7:45 am. More Coffee! My favorite part of the morning is drinking coffee and reviewing charts.
8:00 am. Time for work!! We meet the fellow in the team room and decide which residents will be following each of the old consults. First, I look at the vitals, review the labs, check the MAR, then read the notes. All this data is synthesized into an assessment, which allows me to come up with a detailed plan of care. On a consult service you have fewer patients and are more focused on one organ system. You have time to review guidelines, search primary literature, and synthesize a solid plan of care for complicated cases.
9:00 am. ROUNDS. You round as a team and present to residents, a fellow, and an attending doctor, who all weigh in with valuable input into the plan. You learn quickly that medicine is a joint effort, and that Iowa works hard to create a team atmosphere.
11:55 am. BREATHE! It’s time for noon conference and the best part of the day. You walk into a room of people who are not just your colleagues, but have quickly become your best friends. You share stories, exchange laughs, then get in line to eat some free food. At the end of the line is a nice person with a smile who asks for your pager so you can spend the hour focusing on learning.
1:00 pm. Stop in the chiefs’ office for candy, say hello, then realize that Cindy has better candy in her office. Say hello, walk back through the hall where Dr. Suneja is out catching up with residents, huge smile on his face, reminding you that no matter how hard things get on the wards he will have your back.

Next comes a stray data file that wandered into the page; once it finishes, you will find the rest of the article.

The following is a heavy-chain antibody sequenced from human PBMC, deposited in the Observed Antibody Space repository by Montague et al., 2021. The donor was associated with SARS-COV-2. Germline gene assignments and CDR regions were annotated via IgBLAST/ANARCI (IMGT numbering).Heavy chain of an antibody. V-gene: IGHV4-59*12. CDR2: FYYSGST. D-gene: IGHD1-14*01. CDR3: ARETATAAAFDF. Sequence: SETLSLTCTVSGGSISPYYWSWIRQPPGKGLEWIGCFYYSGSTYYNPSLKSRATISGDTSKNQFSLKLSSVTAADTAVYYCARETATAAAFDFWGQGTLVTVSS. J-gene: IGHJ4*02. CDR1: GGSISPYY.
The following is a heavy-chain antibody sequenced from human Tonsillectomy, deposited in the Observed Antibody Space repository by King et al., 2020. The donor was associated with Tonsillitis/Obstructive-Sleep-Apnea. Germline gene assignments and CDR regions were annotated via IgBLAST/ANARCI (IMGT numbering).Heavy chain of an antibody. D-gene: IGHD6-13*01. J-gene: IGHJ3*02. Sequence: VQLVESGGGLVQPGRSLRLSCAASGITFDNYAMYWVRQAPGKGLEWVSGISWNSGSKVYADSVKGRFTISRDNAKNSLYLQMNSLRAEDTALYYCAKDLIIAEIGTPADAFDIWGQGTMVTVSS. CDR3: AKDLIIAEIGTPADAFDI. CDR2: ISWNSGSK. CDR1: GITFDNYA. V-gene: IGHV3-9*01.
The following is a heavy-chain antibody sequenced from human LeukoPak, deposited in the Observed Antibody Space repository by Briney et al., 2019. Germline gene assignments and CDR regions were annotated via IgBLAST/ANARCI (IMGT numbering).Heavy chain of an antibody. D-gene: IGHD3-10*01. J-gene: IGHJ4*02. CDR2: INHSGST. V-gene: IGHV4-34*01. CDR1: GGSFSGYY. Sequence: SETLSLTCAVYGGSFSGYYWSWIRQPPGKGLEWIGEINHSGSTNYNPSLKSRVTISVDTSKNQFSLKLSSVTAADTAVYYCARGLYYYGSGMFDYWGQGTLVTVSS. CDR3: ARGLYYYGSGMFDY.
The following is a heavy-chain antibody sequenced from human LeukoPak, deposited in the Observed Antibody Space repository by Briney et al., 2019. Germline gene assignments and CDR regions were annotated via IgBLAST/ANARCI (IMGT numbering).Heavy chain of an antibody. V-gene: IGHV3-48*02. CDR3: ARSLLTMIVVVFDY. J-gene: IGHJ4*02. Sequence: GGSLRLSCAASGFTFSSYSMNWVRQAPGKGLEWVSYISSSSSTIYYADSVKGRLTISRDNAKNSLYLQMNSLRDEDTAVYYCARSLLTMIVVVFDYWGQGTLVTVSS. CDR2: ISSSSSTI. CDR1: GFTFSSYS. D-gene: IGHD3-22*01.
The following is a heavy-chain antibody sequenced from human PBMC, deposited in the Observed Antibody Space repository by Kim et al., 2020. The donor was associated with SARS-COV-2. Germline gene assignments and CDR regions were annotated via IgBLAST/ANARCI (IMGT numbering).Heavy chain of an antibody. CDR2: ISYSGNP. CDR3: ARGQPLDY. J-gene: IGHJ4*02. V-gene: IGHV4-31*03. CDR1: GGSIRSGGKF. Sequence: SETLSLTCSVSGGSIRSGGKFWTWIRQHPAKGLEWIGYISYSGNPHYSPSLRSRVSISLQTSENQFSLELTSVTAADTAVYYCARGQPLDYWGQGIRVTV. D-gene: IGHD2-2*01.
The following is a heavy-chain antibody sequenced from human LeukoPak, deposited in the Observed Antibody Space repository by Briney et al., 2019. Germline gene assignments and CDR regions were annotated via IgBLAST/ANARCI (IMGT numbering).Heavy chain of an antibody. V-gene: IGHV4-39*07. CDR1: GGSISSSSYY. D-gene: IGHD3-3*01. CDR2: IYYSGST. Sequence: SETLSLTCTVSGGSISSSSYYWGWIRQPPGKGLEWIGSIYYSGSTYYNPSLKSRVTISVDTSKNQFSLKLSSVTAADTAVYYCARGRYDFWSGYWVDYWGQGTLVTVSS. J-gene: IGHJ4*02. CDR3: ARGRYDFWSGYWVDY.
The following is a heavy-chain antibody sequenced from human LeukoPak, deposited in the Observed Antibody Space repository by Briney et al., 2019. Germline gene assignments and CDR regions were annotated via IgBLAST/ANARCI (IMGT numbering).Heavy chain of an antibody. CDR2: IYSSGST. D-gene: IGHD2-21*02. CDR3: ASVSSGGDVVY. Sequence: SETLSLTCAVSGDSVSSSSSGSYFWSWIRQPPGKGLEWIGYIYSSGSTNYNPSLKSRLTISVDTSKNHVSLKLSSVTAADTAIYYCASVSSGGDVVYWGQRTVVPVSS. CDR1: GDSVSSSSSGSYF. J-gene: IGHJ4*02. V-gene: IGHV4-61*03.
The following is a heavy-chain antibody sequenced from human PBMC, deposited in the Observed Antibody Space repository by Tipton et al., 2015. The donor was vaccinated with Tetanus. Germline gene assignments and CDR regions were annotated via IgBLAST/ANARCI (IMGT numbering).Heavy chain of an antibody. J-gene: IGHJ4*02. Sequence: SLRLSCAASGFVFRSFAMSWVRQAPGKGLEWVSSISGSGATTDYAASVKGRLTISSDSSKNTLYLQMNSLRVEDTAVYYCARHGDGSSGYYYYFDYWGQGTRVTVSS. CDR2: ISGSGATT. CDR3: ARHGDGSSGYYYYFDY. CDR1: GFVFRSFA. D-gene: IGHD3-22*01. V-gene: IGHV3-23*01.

1:15 pm. Head back to the team room and wait for new consults. You usually have seen all the old consults in the morning, but sometimes you may have a few to staff. In the afternoon you will break off to see new consults then the team will stop by and discuss.
4:00 pm. All the new consults have been staffed, notes have been written. Hopefully at some point in the afternoon I found a free moment to go for a walk, maybe sit down and play one of the six pianos on campus, stop by the medical museum, hang out on the 7th floor atrium in the sunshine, squeeze in a couple MKSAP questions, or review some new literature in a field of interest.
6:00 pm. Head home after a long day, hoping that I learned something, enhanced my skills as a doctor, and made a real change in someone’s life. At the end of the day it’s easier to reflect on how we lucky we are as doctors. Each day at the hospital is an opportunity to touch someone’s life, to help a fellow human in need, to learn. Best job on earth!
7:00 pm. Head down to the hospital gym to play basketball, go to a local pick-up soccer game, catch a movie at FilmScene, or grab a burger at Stella’s with some fellow interns. You must fill up your basket with apples so that you can hand them out the next day. Each day should be filled with something that brings you joy.
Tomorrow is another beautiful day at Iowa.
[…] year, we asked two interns in the Internal Medicine Residency Program to each provide an account of what a typical day looks like. Over the next couple weeks, we will post diaries from second- and […]